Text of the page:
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Vallee des Prêtres.


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Runway? No, just the Jin Fei zone.


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Triolet.


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Pieter Both (823m), Creve Coeur & Grand Peak.


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The road we came by.


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Helicopter flying BELOW us. That was just awesome!


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Paille-en-queue flying around.


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One misstep & you're gone. Seriously, people have died here. & some even had to be rescued by helicopter.


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The thumb of the Le Pouce. CATR Stage 124?


GPS - Le Pouce Trail
That's the GPS map of our trek, positioned by my N900. As you can see, we were slightly waylaid on our way to the summit by following the path to a spring.


1310286062-27128-P-41.212.148.127
The coordinates are pretty accurate, but the altitudes not that much.


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The actual height of Le Pouce is somewhat like this. Source: Longman Mauritius Resource Atlas.


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& yes, 811m above sea level, I had full 3.5G coverage & my N900 managed to detect up to 4 wifi access points.


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We stayed on the summit for more than 2.5h. I would have loved to stay until sunset, but there was a mountain to climb down.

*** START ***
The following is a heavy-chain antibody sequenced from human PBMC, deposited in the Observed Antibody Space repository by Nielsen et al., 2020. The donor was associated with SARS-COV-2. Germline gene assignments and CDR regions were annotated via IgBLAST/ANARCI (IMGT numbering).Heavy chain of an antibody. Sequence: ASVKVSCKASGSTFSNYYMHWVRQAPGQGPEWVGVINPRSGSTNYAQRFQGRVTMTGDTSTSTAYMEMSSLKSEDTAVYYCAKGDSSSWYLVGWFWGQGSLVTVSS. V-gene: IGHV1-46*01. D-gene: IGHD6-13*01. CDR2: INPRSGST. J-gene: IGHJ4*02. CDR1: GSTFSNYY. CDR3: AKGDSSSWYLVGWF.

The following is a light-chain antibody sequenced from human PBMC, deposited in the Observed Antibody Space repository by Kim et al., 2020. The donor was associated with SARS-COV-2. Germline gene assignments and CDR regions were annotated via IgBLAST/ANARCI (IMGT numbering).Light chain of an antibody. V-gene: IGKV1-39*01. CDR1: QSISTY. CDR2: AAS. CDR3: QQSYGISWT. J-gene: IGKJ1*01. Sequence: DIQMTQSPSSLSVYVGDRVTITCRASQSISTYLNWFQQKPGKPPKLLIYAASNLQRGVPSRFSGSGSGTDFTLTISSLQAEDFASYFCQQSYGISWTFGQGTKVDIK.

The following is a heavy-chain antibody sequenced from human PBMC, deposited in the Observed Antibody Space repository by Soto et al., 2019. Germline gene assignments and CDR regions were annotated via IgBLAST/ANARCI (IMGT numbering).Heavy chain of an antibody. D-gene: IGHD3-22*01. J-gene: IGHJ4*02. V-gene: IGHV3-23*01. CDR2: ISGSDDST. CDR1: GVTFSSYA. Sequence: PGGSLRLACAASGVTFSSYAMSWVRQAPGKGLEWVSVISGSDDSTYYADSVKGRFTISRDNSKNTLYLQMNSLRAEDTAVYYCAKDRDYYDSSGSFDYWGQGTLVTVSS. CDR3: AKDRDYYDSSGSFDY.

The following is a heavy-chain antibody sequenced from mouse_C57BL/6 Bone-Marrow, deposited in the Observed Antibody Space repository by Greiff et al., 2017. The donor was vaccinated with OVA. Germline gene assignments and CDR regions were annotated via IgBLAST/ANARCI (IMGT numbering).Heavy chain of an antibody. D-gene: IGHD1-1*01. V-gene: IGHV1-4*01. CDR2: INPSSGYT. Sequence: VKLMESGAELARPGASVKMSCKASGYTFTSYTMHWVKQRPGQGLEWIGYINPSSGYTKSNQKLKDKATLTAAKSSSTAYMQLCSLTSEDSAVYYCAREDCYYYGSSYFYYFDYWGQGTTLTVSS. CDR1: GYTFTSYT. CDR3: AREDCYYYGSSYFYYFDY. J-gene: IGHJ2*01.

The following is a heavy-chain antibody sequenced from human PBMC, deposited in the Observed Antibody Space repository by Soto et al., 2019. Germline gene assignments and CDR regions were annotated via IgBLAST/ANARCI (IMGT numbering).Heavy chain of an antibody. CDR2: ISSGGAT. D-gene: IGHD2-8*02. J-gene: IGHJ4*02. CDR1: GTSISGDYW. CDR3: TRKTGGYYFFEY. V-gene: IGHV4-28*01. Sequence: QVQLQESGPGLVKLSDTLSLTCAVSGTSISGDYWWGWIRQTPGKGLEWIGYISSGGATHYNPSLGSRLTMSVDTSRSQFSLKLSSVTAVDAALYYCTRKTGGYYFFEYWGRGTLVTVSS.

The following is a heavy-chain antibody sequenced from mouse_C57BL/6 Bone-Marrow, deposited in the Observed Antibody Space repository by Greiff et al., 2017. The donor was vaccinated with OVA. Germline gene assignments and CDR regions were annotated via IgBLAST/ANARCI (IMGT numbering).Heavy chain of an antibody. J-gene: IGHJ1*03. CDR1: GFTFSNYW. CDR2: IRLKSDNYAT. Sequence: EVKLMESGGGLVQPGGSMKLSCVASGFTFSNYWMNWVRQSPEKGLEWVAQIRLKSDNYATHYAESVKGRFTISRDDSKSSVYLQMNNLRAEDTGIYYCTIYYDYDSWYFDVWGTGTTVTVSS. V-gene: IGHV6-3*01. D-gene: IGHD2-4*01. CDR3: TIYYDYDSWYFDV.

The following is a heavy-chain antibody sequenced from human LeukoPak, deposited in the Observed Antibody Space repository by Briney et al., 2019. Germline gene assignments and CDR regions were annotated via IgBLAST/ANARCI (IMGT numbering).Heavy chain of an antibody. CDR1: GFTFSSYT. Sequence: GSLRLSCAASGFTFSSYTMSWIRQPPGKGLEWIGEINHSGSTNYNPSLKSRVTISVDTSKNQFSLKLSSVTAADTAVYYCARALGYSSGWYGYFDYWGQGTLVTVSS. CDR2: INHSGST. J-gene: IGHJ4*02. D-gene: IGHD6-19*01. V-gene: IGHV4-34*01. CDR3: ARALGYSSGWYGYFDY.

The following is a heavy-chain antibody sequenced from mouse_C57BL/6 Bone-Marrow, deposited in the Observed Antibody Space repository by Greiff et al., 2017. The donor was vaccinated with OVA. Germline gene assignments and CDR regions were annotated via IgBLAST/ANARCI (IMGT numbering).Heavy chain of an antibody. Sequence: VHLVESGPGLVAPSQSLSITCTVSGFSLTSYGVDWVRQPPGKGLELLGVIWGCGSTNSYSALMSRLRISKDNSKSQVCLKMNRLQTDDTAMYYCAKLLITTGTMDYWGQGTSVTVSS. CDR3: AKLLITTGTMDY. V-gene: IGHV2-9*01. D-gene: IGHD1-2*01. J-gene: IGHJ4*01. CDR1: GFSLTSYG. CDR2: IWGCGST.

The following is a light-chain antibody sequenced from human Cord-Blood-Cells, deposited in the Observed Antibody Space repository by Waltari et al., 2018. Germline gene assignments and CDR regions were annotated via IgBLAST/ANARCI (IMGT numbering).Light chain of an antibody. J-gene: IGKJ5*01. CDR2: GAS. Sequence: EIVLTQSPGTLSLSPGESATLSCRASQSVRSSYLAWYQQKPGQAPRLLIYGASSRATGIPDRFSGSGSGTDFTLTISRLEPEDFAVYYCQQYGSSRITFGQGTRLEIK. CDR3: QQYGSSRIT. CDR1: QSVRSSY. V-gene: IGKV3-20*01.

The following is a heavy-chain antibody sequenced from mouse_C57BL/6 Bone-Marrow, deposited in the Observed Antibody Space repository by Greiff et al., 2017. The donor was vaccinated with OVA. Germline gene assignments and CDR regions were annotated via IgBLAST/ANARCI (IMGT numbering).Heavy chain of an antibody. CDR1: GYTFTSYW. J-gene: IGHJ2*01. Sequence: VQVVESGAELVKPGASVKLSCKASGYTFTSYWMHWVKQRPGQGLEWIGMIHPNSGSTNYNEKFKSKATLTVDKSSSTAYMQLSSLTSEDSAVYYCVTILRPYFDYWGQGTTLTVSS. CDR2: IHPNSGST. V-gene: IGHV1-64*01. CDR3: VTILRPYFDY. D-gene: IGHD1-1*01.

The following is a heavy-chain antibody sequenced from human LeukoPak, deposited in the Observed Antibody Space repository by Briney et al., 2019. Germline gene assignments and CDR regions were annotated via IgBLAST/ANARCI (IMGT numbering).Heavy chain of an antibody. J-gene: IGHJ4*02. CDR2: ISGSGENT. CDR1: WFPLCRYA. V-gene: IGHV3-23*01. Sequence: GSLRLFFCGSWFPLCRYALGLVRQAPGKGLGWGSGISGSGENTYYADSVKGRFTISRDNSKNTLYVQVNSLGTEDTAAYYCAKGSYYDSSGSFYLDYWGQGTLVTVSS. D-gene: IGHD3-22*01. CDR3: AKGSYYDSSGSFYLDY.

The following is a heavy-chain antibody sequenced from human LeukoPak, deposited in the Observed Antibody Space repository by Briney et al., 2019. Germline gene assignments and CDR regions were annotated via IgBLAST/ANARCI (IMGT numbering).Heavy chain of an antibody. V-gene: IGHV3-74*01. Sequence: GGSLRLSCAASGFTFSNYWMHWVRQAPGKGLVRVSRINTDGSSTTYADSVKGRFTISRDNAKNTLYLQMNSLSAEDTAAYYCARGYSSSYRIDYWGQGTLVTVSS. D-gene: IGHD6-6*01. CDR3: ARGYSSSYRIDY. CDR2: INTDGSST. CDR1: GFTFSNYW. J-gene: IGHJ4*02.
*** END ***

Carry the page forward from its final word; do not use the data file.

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Goodbye.


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The descent was equally as treacherous as the ascent.


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More like crawling along like a monkey.


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Once this difficulty surmounted, going down was pretty straightforward.


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Le Pouce in all its magnificence. With the sun setting down, the light was less harsh on our cameras.


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The moon rising.


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Hello, a centipede.


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Once we reached the other side, we felt a full blast of winter - ice-cold winds!


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Wasn't as bad as descending Gorges.


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In less than an hour we had reached the road to St Pierre. Our journey was over, like this carrier filled with sugarcane, waiting to leave.


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So, as it turned out, climbing Mt. Le Pouce is very hard! At least for people like me who was mountain climbing for the first time. I'm sure I lost nearly 1kg of fat power, but it was well worth it...